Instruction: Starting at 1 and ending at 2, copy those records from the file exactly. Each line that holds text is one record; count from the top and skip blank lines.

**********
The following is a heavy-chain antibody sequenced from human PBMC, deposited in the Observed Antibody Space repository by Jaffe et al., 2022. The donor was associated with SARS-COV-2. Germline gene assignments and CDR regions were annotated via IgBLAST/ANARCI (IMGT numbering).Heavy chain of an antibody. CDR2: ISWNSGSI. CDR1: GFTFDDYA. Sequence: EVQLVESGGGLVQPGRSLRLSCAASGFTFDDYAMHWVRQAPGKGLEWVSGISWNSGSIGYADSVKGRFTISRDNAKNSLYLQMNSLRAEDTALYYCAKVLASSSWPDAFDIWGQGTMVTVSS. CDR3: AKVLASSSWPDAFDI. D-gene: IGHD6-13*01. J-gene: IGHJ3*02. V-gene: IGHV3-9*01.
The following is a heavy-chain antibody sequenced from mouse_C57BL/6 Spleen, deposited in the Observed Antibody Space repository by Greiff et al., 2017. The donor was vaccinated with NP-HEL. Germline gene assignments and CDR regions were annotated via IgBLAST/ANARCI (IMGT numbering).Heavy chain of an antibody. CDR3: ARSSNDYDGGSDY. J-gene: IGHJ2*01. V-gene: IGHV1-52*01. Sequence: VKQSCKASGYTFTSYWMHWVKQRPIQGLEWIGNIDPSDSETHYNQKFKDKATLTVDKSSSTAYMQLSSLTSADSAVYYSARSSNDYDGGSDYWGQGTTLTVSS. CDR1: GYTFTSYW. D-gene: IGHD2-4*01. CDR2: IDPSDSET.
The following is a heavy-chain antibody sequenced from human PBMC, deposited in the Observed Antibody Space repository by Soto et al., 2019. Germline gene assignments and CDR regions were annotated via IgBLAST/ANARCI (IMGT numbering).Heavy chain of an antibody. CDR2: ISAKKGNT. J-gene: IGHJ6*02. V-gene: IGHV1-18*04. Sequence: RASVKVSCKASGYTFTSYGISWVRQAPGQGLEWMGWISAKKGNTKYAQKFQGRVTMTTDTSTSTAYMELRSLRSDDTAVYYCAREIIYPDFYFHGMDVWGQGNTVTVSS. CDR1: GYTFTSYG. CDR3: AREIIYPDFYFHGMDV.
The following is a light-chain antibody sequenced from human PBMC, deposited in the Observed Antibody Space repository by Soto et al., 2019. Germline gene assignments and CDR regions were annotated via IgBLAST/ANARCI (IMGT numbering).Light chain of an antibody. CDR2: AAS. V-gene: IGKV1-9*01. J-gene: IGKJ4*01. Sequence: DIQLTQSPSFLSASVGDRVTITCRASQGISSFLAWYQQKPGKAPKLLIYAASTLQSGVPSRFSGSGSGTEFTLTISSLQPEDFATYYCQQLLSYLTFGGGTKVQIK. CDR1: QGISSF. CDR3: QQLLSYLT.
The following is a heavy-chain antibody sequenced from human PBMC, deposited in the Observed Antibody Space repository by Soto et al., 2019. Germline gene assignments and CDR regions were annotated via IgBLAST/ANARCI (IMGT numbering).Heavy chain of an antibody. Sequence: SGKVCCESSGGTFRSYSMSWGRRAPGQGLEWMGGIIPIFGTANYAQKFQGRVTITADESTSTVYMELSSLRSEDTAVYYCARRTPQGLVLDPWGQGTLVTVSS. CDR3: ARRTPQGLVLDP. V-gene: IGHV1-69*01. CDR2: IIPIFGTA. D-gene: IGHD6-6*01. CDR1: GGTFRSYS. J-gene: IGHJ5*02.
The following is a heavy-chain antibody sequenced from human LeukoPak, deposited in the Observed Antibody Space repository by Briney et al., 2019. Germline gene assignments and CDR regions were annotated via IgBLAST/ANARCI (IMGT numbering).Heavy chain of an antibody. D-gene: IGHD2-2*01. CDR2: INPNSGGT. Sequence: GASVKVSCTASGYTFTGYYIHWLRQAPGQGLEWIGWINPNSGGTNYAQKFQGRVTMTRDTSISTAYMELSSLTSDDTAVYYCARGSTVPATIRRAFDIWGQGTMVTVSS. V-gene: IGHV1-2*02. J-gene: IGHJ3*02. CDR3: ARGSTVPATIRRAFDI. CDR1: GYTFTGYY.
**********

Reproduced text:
The following is a heavy-chain antibody sequenced from human PBMC, deposited in the Observed Antibody Space repository by Jaffe et al., 2022. The donor was associated with SARS-COV-2. Germline gene assignments and CDR regions were annotated via IgBLAST/ANARCI (IMGT numbering).Heavy chain of an antibody. CDR2: ISWNSGSI. CDR1: GFTFDDYA. Sequence: EVQLVESGGGLVQPGRSLRLSCAASGFTFDDYAMHWVRQAPGKGLEWVSGISWNSGSIGYADSVKGRFTISRDNAKNSLYLQMNSLRAEDTALYYCAKVLASSSWPDAFDIWGQGTMVTVSS. CDR3: AKVLASSSWPDAFDI. D-gene: IGHD6-13*01. J-gene: IGHJ3*02. V-gene: IGHV3-9*01.
The following is a heavy-chain antibody sequenced from mouse_C57BL/6 Spleen, deposited in the Observed Antibody Space repository by Greiff et al., 2017. The donor was vaccinated with NP-HEL. Germline gene assignments and CDR regions were annotated via IgBLAST/ANARCI (IMGT numbering).Heavy chain of an antibody. CDR3: ARSSNDYDGGSDY. J-gene: IGHJ2*01. V-gene: IGHV1-52*01. Sequence: VKQSCKASGYTFTSYWMHWVKQRPIQGLEWIGNIDPSDSETHYNQKFKDKATLTVDKSSSTAYMQLSSLTSADSAVYYSARSSNDYDGGSDYWGQGTTLTVSS. CDR1: GYTFTSYW. D-gene: IGHD2-4*01. CDR2: IDPSDSET.